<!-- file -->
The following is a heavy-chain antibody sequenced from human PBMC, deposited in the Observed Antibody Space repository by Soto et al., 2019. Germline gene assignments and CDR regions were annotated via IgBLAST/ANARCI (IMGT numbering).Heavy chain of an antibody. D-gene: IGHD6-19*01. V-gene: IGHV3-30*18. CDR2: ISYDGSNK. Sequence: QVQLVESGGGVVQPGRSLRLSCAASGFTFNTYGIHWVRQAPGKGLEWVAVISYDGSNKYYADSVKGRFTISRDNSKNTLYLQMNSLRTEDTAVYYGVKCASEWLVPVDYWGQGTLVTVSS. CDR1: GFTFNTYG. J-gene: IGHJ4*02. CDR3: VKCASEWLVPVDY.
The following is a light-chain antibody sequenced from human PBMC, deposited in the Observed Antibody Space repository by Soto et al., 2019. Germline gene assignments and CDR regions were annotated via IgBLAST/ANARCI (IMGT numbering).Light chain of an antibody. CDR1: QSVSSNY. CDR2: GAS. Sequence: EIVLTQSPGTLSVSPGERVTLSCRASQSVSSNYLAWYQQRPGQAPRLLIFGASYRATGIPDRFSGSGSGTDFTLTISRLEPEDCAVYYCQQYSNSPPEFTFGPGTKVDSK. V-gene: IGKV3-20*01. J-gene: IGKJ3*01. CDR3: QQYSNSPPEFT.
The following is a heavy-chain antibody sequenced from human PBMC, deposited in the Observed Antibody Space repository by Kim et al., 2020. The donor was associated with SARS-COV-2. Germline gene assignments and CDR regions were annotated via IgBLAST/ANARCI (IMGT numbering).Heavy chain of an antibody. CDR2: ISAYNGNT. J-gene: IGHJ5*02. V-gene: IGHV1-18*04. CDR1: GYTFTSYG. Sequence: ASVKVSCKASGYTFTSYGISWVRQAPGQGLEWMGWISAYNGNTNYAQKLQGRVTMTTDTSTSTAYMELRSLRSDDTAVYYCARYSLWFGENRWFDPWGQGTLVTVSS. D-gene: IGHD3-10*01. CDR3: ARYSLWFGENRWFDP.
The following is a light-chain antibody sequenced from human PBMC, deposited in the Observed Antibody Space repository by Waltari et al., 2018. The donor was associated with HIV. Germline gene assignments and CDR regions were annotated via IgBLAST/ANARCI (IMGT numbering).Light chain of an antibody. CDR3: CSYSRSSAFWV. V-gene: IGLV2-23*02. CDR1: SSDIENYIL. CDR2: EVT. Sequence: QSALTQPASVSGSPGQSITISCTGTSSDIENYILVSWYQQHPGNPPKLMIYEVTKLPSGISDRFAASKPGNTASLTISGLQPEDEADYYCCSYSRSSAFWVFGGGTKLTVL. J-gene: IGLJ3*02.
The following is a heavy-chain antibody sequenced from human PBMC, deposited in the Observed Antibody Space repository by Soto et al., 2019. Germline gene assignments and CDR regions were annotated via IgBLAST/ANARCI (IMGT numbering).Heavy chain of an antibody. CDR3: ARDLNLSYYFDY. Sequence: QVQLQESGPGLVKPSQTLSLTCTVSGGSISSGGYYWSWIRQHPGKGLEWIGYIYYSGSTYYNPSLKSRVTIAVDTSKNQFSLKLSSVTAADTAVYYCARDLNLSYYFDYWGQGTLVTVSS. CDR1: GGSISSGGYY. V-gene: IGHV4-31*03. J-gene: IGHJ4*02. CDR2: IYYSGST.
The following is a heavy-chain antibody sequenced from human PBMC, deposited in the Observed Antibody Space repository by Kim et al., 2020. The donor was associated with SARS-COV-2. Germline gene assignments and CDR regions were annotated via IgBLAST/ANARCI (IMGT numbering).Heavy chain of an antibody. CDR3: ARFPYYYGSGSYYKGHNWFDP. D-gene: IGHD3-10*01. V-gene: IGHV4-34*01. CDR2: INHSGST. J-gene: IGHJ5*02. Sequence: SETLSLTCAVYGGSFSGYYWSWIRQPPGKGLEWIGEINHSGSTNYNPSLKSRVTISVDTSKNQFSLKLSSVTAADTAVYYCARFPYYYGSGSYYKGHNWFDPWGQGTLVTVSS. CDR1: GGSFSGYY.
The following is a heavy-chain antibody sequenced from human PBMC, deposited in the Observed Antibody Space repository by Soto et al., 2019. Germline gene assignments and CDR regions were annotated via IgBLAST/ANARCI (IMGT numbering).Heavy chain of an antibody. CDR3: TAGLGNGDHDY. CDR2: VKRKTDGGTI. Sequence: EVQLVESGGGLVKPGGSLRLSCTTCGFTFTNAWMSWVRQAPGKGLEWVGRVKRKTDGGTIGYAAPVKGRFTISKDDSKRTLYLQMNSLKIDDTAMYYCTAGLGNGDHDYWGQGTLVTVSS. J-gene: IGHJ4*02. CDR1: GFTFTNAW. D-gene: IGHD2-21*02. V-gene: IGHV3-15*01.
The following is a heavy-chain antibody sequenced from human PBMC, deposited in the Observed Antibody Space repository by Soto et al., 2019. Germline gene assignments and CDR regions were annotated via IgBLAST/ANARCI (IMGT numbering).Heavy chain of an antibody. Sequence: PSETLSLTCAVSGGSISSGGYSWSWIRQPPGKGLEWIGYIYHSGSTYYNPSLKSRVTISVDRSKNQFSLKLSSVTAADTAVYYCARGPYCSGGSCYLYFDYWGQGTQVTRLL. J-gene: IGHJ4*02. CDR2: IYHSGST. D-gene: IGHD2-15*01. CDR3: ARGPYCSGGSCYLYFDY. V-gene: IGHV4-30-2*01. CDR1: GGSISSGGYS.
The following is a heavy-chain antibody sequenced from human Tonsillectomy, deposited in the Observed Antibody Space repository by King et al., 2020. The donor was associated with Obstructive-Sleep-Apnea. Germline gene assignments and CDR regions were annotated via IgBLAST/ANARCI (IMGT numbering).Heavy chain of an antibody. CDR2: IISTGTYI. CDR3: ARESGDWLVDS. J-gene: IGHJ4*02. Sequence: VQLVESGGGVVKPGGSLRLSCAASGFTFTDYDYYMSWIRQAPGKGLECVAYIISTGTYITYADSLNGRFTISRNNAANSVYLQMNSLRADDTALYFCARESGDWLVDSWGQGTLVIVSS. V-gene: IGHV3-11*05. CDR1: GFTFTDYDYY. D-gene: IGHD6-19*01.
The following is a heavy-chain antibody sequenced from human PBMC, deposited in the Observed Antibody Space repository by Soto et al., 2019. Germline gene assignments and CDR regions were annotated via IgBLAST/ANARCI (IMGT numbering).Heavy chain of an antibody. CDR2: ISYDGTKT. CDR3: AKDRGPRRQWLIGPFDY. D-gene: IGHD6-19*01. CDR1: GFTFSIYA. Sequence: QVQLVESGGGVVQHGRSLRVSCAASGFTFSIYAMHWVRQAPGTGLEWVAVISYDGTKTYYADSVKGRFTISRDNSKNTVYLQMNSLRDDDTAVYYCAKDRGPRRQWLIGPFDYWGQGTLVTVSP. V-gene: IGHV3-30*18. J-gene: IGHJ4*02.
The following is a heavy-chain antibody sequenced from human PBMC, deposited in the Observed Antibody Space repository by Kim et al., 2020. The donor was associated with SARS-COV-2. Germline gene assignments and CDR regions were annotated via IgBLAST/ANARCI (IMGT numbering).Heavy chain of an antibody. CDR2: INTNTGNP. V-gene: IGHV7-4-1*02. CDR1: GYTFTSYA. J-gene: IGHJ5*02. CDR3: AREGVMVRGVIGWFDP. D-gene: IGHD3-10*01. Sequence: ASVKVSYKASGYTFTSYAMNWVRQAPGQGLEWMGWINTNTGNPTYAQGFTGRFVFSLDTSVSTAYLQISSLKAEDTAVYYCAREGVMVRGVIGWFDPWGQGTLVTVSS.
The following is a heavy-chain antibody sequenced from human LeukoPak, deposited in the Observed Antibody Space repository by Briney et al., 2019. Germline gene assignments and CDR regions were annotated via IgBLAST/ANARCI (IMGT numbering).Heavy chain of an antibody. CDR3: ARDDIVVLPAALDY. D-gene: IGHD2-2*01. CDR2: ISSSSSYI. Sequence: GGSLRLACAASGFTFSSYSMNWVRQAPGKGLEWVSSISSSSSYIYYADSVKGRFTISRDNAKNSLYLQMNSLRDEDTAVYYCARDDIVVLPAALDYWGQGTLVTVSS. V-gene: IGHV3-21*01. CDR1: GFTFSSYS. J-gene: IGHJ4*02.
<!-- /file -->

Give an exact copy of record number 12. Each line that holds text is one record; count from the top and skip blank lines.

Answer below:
The following is a heavy-chain antibody sequenced from human LeukoPak, deposited in the Observed Antibody Space repository by Briney et al., 2019. Germline gene assignments and CDR regions were annotated via IgBLAST/ANARCI (IMGT numbering).Heavy chain of an antibody. CDR3: ARDDIVVLPAALDY. D-gene: IGHD2-2*01. CDR2: ISSSSSYI. Sequence: GGSLRLACAASGFTFSSYSMNWVRQAPGKGLEWVSSISSSSSYIYYADSVKGRFTISRDNAKNSLYLQMNSLRDEDTAVYYCARDDIVVLPAALDYWGQGTLVTVSS. V-gene: IGHV3-21*01. CDR1: GFTFSSYS. J-gene: IGHJ4*02.